There is a box of slides among my photos labeled "New Nikon-Pole Farm." In the summer of 1998 our chapter was in the midst of the biological survey of the 813-acre former AT&T property which recently had been purchased by Mercer County. We'd found wildflowers flourishing throughout the property so it seemed like a good place to take my new camera on its maiden run. Queen Anne's lace, Wild Bergamot, Deptford Pink, Black-eyed Susan, Sneezeweed, Indian Hemp, Steeplebush, Daisy Fleabane, Yellow Sweet Clover posed prettily on that early July afternoon.
To celebrate summer solstice this year, once again I took my camera to the Pole Farm. Along the long gravel lane I came across an abundance of early summer beauties. St. Johnswort, Carolina Rose, Sundrops, Blue Vervain, Common Milkweed, Yellow Loosestrife dappled the tall grasses with nearly every color of the wildflower palette.
The next day they were gone, cut down in their glory, their petals, their nectar, their wasted pollen reduced to clippings along the side of the lane which had been mowed up to 25 feet in width. To make matters worse, fields that only a week earlier were alive with Goldfinches, Field Sparrows, Bluebirds and Brown Thrashers had been mowed to a stubble attractive to nothing more than a handful of crows.
For certain, I am not the only shutterbug who revels in the ample opportunities for nature and landscape photography at the Pole Farm. Nor am I the only person who has sought a way to halt the destructive mowing regimen that has been occurring at the Pole Farm for the past few years-or at least to learn the reason for it-and failed. Early in spring, I was reminded about the damage of previous years by more than one person concerned about the loss of habitat for grassland birds and wildflowers, to say nothing of the lush vistas provided by the fields. We know that, for the sake of nesting grassland birds, mowing must be held off until at least July 15 and, in order to flourish, wildflowers must be allowed to be pollinated, set seed and disperse their fruits.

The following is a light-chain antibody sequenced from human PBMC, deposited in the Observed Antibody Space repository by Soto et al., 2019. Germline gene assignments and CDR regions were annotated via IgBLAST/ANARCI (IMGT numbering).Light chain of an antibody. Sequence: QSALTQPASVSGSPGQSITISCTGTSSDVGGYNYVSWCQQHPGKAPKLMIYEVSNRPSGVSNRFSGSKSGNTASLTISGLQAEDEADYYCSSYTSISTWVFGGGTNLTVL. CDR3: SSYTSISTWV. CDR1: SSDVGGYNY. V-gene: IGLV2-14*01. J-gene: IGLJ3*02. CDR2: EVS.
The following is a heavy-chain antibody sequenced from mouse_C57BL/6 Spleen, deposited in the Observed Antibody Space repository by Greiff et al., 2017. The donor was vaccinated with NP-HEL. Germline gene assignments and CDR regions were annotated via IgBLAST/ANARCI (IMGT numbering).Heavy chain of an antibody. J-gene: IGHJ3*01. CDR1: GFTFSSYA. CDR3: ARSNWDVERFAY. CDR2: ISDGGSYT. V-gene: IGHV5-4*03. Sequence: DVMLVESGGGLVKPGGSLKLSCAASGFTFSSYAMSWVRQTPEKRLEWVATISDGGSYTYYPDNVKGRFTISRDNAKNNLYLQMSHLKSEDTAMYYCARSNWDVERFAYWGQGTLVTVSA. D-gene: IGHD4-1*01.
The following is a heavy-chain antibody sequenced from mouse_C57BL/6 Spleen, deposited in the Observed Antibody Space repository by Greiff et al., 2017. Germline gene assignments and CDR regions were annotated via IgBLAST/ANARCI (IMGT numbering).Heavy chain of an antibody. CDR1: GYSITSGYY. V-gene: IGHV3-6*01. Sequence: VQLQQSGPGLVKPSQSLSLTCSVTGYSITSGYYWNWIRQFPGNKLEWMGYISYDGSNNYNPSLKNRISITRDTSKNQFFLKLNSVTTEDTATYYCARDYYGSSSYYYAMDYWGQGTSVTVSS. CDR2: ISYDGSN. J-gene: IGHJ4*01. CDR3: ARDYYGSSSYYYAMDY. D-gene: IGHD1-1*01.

The chapter board of directors supported my attempt to intervene as Conservation Chair. First, I tried to find out what sort of federal, state or county program might be sponsoring such a mowing regimen. My search was fruitless. Following what seemed like a logical suggestion, I called the Mercer County land management office and spoke with a staff person who said that he "would look into it and get back to me." Despite my several follow-up calls, that was our first and last conversation. Two Pole Farm visitors actually spoke to the farmers while they were out mowing. Those strange conversations seem to indicate that the mowing is not part of any official program or management agreement.
If there is a defensible reason for the excessive and untimely mowing, why are we-taxpayers who helped pay for the land and vigorously supported the open space tax that made its purchase possible-unable to get answers?
The eventual fate of the Pole Farm supposedly is not yet decided; unlike Baldpate Mt. a concept plan has not been released. On April 22nd, WCAS and Sierra Club met with the Executive Director of the Park Commission and gave to him the plan our groups developed for passive use of the park. This plan is based on our Biological Survey Report and the recommendations contained therein. In the interim, regardless of future plans, it seems senseless to allow unnecessary damage to habitat. A follow-up letter has been sent to Mercer County, expressing our concerns and disappointment and offering to work with them on the mowing issue.
Alas, for this year, the damage is done. It is clear to regular visitors that the diversity and abundance of wildflowers at the Pole Farm is declining. The numbers of grassland birds such as Eastern Meadowlarks, Bobolinks and Grasshopper Sparrows seem lower. We are awaiting the County's response to our letter and we hope a fruitful dialogue will follow.
What you can do: Urge Mercer County to look into the mowing practices at the Pole Farm and to develop a habitat-friendly plan for its management. Write to Mr. Frank Ragazzo, Executive Director, Mercer County Park Commission, 640 South Broad Street, Trenton, NJ 08650 and tell him that mowing of the fields should not occur until after July 15 in order to protect nesting grassland birds. Also tell him that native wildflowers are needlessly being destroyed by mowing along the paths. If we do not get a satisfactory response to our chapter letter, we will explore other avenues. Please contact Pat Sziber if you are willing to commit time and energy to working on a strategy and helping to carry it out. You do not need to be an Audubon member. E-mail firstname.lastname@example.org or phone 609.737-1189.
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